Risk Factors for Endometrial Hyperplasia and Cancer in Patients with Abnormal Uterine Bleeding in Al-Zahrawi Hospital | Abstract
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Annals of Experimental Biology


Risk Factors for Endometrial Hyperplasia and Cancer in Patients with Abnormal Uterine Bleeding in Al-Zahrawi Hospital

Author(s): Mohamad Jeha* and Kanaan AL Sakka

Aim and Background: The study aims to determine the risk factors for endometrial hyperplasia and endometrial cancer in a patient with abnormal uterine bleeding and thus early diagnostic investigations to detect the disease and limit its development.

Method: The study sample includes women attending AL-zhrawi Hospital with a complaint of abnormal uterine bleeding and who fulfilled the entry criteria. The women in the sample were divided according to the result of the pathological autopsy into The first group “control group”: it is the group that showed normal endometrioses by histopathology and The second group “cases group”: it is divided into two categories: the first category it is the group that showed endometrial hyperplasia through histopathology. The second category: is the category that showed the presence of endometrial cancer through histopathology.

Results: The mean age in the endometrial cancer group was 58.6 years ± 6.5 years, the BMI value was expressed as the arithmetic mean of values for each group, and the highest mean in the cancer group was 28.75 kg/m2. The differences between the endometrial and control groups and the two hyperplastic groups The control is statistically significant with a P value of 0.001, and 60% of endometrial cancer patients were in menopause, and this is associated with hormonal changes accompanying the age of transition to menopause, and 45% of them were not giving birth. 35% of patients with cancer were found in this study. Endometriosis has diabetes, and this value was statistically significant compared to the control group with (P<0.05), and arterial hypertension was recorded in 80% of our patients, and it was statistically significant (P<0.05), and family history was found. of endometrial cancer in 50% of endometrial cancer patients, and half of the cases were in the mother and the other half in the sister.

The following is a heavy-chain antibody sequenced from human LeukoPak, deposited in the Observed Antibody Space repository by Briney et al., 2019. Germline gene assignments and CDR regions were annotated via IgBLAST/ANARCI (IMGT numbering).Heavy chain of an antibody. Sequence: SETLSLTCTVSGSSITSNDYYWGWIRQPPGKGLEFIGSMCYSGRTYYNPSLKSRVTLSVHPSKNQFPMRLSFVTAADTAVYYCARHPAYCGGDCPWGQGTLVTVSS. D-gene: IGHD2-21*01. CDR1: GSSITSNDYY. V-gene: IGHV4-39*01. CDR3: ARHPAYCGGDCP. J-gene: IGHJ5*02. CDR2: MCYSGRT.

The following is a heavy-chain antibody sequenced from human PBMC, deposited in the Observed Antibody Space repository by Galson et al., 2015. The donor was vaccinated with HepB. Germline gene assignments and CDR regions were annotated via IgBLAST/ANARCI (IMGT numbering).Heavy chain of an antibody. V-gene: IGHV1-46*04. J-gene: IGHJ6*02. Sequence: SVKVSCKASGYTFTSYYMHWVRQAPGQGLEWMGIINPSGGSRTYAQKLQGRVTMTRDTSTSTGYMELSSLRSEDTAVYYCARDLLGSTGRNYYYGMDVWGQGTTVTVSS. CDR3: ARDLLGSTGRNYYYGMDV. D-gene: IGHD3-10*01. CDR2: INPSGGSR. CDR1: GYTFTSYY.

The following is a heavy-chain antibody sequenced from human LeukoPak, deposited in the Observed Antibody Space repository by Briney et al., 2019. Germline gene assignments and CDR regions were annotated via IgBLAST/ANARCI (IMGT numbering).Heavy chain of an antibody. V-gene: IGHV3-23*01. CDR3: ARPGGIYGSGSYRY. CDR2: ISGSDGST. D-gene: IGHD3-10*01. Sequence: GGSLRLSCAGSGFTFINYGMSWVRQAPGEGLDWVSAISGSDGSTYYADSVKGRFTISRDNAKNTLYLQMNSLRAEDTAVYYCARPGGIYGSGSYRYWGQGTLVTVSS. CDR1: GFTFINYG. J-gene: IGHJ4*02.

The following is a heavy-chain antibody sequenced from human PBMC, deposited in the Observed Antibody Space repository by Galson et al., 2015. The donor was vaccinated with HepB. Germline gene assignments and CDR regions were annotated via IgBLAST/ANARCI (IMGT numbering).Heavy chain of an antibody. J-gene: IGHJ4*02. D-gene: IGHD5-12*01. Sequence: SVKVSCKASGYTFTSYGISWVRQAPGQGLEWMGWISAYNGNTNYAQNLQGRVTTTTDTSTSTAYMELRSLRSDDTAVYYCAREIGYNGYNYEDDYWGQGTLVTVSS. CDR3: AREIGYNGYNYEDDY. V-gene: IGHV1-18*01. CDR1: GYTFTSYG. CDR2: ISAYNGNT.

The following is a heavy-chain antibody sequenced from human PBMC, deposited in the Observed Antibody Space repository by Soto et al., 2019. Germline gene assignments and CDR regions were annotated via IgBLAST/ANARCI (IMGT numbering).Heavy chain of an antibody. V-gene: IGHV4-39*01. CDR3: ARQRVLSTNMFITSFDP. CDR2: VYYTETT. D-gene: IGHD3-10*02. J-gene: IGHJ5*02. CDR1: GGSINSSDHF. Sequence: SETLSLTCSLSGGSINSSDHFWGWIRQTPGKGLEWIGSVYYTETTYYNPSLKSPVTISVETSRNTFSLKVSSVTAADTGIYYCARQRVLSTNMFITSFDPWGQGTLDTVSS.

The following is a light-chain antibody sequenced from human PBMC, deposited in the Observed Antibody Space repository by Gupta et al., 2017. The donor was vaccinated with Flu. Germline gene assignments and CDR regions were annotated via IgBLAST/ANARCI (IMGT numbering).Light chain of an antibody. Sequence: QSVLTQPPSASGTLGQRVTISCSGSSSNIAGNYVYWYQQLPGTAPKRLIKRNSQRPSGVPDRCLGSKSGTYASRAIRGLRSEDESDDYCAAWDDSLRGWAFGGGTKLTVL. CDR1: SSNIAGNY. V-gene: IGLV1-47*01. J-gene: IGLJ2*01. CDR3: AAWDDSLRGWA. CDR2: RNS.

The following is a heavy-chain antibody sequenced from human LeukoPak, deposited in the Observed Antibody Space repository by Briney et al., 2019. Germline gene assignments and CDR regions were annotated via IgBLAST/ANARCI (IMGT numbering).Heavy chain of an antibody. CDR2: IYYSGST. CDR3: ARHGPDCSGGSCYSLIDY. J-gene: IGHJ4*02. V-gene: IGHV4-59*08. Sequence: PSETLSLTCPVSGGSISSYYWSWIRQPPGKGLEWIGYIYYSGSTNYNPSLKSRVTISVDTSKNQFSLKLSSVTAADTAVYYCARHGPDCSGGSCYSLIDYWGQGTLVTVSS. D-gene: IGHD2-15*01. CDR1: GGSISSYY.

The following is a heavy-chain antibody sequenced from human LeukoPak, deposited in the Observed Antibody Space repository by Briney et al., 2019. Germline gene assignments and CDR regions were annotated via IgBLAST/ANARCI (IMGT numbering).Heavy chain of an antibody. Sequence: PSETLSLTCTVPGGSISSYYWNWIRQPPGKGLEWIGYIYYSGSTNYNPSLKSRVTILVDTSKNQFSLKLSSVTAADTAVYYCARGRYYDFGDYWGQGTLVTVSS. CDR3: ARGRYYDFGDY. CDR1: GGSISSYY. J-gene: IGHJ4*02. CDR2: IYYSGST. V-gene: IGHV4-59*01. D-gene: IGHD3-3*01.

Conclusion: In this study, according to the set conditions, 123 women suffering from abnormal uterine bleeding were recruited. The number of diagnosed endometrial cancer cases was 20, and each of the following factors was statistically significant for the development of endometrial cancer: advanced age - high BMI- early puberty - anuria female childbirth the presence of a family history of endometrial cancer diabetes mellitus High arterial pressure, while the following factors were not statistically significant: Increased number of births - Intensity of vaginal bleeding.